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Diabetes & Metabolism
Vol 27, N° 2  - avril 2001
p. 155
Doi : DM-04-2001-27-2-1262-3636-101019-ART9
Case Report

An unusual neuropathy in a diabetic patient: evidence for intravenous immunoglobin-induced effective therapy

P. Romedenne [1], R. Mukendi [2], P. Stasse [1], P. Indekeu [2], M. Buysschaert [3], I.M. Colin [1]
[1] Department of Internal Medicine, CHR-St Joseph Medical Center, Mons, Belgium.
[2] Unit of Neurology, CHR-St Joseph Medical Center, Mons, Belgium.
[3] Endocrinology and Nutrition Unit, Université Catholique de Louvain Medical School, Brussels, Belgium.


We report the case of a 68-year old type-2 diabetic male patient who was admitted to hospital for progressive weakness in the right lower limb. Although his metabolic control was good, he lost more than 20 kg of weight. Despite intensive physio- and vitaminotherapy, his neurological condition kept on degrading with a severe amyotrophy and pain of the right thigh. He was unable to walk and to stand alone. Besides a yet known sensitive polyneuropathy, the electrophysiological study revealed an obvious motor involvement with signs of demyelination and axonal degeneration. Combined with the albuminocytologic dissociation observed in the cerebrospinal fluid, these specific clinical and electrophysiological features led us to postulate a diagnosis of inflammatory neuropathy. The patient underwent a treatment by methylprednisolone and immunoglobins that rapidly induced a striking improvement of his neurological condition.

This case report illustrates that rare forms of neuropathy such as inflammatory neuropathies close to chronic inflammatory demyelinating polyneuropathy (CIDP) can occur in diabetic patients and superimpose on the more commonly described forms of neuropathies. It recalls the importance of recognizing CIDP-like neuropathies because unlike other forms of neuropathy, inflammatory neuropathies are perfectly curable.

Un cas inhabituel de neuropathie chez un patient diabétique traité efficacement par administration intraveineuse d'immunoglobulines.

Nous rapportons le cas d'un patient diabétique de 68 ans admis en clinique pour altération de l'état général, faiblesse progressive du membre inférieur droit et perte pondérale de plus de 20 kg. Le patient fut dans un premier temps traité par physiothérapie intensive et vitamines B pour ce qui fut considéré initialement comme une mononévrite diabétique. Cependant, son état neurologique continua de s'aggraver avec apparition d'une amyotrophie douloureuse de la cuisse droite. L'analyse par électrophysiologie révéla une atteinte motrice sévère s'accompagnant de signes de démyélinisation et de dégénéscence axonale, en plus d'une atteinte sensitive déjà connue. Un diagnostic de neuropathie inflammatoire fut posé sur la base de la convergence de la symptomatologie clinique, de l'atteinte motrice détectée par électrophysiologie, et d'une dissociation albuminocytologique observée dans le liquide céphalo-rachidien. Nous avons noté une amélioration franche des paramètres cliniques et électrophysiologiques de ce patient rapidement après qu'une corticothérapie suivie par l'administration intraveineuse d'immunoglobulines fut initiée.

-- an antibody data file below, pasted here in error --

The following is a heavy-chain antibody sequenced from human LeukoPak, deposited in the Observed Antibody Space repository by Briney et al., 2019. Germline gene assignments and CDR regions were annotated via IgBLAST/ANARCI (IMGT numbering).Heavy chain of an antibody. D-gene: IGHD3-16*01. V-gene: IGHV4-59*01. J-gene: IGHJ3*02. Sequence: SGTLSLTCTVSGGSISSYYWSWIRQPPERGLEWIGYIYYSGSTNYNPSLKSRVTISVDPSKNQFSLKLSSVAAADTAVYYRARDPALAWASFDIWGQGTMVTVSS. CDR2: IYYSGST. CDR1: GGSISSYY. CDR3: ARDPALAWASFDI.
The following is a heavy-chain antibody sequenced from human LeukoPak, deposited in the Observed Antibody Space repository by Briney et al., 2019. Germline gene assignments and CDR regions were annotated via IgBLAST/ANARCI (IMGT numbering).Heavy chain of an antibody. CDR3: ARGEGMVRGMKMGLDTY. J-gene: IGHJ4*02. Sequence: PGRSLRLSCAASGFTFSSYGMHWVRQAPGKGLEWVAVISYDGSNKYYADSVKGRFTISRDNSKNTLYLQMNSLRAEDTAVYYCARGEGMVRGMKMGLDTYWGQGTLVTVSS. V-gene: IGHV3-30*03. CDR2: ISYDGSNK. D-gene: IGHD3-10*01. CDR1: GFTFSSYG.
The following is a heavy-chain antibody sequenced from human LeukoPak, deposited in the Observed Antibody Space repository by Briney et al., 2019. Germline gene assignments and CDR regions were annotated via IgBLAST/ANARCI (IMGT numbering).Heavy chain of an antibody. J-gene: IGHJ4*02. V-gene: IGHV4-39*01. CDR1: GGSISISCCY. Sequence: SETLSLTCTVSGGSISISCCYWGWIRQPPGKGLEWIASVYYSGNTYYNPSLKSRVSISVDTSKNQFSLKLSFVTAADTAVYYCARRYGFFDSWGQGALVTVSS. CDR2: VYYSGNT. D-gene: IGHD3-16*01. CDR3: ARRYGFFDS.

Ce cas clinique rappelle que des formes rares de neuropathie inflammatoire proche de la polyradiculonévrite inflammatoire chronique (syndrome de Guillain-Barré chronique) peuvent survenir chez les patients diabétiques et qu'il convient de les distinguer de l'atteinte sensitive communément décrite. Il insiste sur l'importance de les reconnaître, puisqu'à l'inverse d'autres formes de neuropathie, les neuropathies inflammatoires peuvent bénéficier d'un traitement efficace.

Mots clés : neuropathie diabétique. , polyradiculonévrite chronique inflammatoire. , immunoglobulines. , corticostéroïdes.

Keywords: diabetic neuropathy. , Chronic Inflammatory Demyelinating. , polyradiculoneuropathy (CIDP). , immunoglobins. , corticosteroids.


Neuropathy is a common complication of diabetes that already affects 7 % to 8 % of patients at the time of diagnosis, but up to 50 % of them after 25 years of evolution [ [1]]. It can be roughly split into three major categories including symmetrical polyneuropathy, mononeuropathy and autonomic neuropathy [ [2]]. Peripheral polyneuropathy is usually considered as the most common form of diabetic neuropathy. It is predominantly sensory with minor motor involvement and its distribution is usually symmetrical. Neuropathic symptoms (stabbing or burning pain, hyperpathia and hyperaesthesia) can be excruciating and distressing. The Diabetes Control and Complications (DCCT) trial clearly pointed out the benefit of improved blood glucose control on diabetic neuropathy [ [3]]. Nevertheless, beside attempts to achieve tight regulation of blood glucose, there is no specific effective treatment for diabetic neuropathy. This can be highly frustrating for patients and physicians, because once set up, the distal polyneuropathy is irreversible.